Reviews

The Transformation of Television

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Joost, Hulu and boxee – one thing is for sure, names like the American Broadcasting Company (aka ABC) are a thing of the past. Instead, the future of broadcasting is filled with silly-named companies that aim to overthrow your idea of television. I must disclose my bias – this past summer my husband and I… Read more »

The 10 Best Academic Programs for Documentary Filmmakers

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These days, it’s fairly easy to find an excellent place to learn how to make narrative films. Ten Best lists exist by the fistful, and a Google search of “learn filmmaking” returns more than 30,000 hits. But what about those students who want to learn how to make documentaries? Although many of the best programs… Read more »

Splatter du Jour

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Horror movies have always fascinated me. Norman Bates running across the staircase with a knife. Jack Nicholson screaming “Here’s Johnny!” through a hole he axed through the bathroom door. Reagan’s head turning around 360 degrees after she vomited on the priest. Damien’s maid hanging herself at his birthday party. These are the pivotal moments of… Read more »

Q&A – Larry Clark

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Larry Clark’s films are shocking. There’s Kids, about drug-using, AIDS-carrying, sexually active Manhattan teenagers; Bully, the true story of a group of teens who murder their tormentor; and Ken Park, which was so sexually explicit, it was never released in the U.S. These films are shocking because they capture a reality most people don’t want… Read more »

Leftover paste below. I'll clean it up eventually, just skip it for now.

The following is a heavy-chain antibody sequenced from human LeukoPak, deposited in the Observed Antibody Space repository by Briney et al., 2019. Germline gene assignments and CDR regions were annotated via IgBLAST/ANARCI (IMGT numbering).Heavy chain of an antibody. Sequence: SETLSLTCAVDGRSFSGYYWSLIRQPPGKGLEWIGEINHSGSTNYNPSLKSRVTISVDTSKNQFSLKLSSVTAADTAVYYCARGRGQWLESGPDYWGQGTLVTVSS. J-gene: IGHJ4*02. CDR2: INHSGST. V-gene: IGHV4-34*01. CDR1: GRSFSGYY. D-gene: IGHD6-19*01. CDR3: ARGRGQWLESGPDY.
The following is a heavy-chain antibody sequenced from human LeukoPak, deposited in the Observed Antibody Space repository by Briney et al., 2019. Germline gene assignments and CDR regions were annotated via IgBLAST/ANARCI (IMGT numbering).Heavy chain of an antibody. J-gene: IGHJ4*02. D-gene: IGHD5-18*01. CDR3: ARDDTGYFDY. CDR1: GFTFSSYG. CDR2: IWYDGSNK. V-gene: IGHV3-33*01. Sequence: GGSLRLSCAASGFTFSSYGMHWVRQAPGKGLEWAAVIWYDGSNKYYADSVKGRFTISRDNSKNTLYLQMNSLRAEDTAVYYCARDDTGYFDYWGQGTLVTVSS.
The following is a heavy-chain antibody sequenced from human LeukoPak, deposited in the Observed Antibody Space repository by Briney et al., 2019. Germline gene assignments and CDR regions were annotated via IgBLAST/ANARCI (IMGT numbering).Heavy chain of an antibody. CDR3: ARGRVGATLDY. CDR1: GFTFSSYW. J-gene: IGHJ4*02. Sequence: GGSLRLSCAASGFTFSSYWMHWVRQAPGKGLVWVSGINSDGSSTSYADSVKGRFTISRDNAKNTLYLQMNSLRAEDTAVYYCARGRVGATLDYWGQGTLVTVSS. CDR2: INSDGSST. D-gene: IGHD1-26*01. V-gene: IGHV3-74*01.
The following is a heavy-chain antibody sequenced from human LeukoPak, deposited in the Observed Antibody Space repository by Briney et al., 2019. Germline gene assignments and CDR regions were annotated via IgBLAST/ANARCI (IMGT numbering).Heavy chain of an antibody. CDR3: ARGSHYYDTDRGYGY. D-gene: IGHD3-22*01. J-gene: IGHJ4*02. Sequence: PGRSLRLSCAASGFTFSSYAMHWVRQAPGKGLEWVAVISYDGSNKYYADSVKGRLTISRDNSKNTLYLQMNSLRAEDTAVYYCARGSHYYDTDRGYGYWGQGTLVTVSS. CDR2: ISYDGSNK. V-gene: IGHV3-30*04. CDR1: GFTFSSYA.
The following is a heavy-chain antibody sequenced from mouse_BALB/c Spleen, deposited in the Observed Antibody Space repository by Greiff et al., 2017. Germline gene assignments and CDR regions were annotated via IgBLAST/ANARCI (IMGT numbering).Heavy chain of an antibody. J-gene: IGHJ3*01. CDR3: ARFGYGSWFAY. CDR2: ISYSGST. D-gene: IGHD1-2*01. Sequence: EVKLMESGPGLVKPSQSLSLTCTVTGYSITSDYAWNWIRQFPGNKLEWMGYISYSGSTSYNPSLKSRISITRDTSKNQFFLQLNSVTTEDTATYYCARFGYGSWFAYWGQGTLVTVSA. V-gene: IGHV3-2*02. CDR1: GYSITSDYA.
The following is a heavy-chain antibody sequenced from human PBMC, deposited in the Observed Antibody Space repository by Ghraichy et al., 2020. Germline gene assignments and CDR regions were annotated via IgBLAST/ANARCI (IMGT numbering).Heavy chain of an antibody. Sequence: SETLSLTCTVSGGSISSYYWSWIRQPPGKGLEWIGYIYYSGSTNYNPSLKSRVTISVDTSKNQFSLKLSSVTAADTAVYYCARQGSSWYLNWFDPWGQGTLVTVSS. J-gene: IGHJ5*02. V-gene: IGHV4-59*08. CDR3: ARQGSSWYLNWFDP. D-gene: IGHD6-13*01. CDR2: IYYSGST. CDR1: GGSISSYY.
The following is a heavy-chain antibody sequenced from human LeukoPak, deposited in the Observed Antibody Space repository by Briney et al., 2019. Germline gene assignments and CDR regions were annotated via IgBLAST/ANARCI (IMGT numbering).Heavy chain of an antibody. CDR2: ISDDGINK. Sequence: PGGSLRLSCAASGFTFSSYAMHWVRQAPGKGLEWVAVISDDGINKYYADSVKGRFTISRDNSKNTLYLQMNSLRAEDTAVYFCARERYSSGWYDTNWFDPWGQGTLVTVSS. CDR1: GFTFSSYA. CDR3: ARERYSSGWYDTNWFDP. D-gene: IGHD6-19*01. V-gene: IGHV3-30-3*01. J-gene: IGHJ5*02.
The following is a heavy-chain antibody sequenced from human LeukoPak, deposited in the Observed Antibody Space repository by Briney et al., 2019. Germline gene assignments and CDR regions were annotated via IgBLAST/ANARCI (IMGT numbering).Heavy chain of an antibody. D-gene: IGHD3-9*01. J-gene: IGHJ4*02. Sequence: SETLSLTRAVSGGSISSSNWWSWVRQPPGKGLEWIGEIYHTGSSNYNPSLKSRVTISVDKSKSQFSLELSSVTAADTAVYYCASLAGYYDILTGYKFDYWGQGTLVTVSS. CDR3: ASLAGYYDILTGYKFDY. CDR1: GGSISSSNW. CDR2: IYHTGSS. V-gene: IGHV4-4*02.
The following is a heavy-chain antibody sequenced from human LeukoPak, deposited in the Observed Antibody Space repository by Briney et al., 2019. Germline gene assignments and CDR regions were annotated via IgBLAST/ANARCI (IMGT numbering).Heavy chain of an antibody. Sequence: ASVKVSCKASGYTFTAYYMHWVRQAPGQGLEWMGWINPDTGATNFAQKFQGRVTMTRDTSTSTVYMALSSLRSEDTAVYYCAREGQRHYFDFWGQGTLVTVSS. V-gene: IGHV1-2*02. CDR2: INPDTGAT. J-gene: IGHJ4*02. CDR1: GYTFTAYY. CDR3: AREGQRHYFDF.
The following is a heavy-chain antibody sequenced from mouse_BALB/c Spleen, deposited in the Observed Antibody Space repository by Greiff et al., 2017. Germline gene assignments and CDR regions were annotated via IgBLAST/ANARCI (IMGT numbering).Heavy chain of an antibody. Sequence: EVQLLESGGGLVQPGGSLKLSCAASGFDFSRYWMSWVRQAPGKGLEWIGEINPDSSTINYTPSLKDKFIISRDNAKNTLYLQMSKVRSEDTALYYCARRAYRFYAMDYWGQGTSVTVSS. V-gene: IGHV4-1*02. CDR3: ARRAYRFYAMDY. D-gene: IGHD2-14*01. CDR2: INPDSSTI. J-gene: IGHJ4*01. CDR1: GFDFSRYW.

Guys on Girls on Film

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From time to time there is a banner year for female characters. A great fuss is made about how movie-land has changed, allowing women into a club that hadn’t previously given them more than a handful of meaty roles at a time. 2005 was not one of those years. Most of the movies that earned… Read more »

On The Scene

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In the heart of San Francisco’s Japantown at the Radisson Miyako Hotel, a roomful of filmmakers and community activists celebrated the 25th anniversary of a not-for-profit organization that funds, exhibits, and distributes Asian Pacific American film. The National Asian American Telecommunications Association or NAATA has much to celebrate: It has literally changed the face of… Read more »

Is documentary the new memoir?

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I am a sociologist who conducts historical research on race and social policy, so my work has something in common with a documentary filmmaker’s attempt to uncover some version of “the truth” (however defined). Maybe this is just my sociological training leaking out, but when I watch a documentary—especially a highly personal, idiosyncratic one—I want… Read more »

Kara Walker at REDCAT

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At the opening reception for Kara Walker’s multimedia project “Song of the South” at downtown LA’s REDCAT Gallery, the artist adopted the eerily detached voice of a little girl playing with her dolls. “Help us! Help us!” she cried while perched behind a semitransparent screen maneuvering little shadow puppets that had been overcome by a… Read more »

Thinking Outside the Can

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For years, digital cameras and post-production equipment have been changing the way films are budgeted, shot, and edited. But no matter how films are made today, theatergoers still watch them on 35 millimeter celluloid prints. Even when a film is shot on high-definition video, the distributor has to copy the master onto celluloid before sending… Read more »

On The Scene

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New York cinephiles will endure a great deal of discomfort to see great independent films: the noise of the F train at the Angelika, cramped seating at the Film Forum, the schlep to Brooklyn to see a Wong Kar Wei series at BAM Rose Cinemas. Even the latest potential deterrent—the union picket lines outside the… Read more »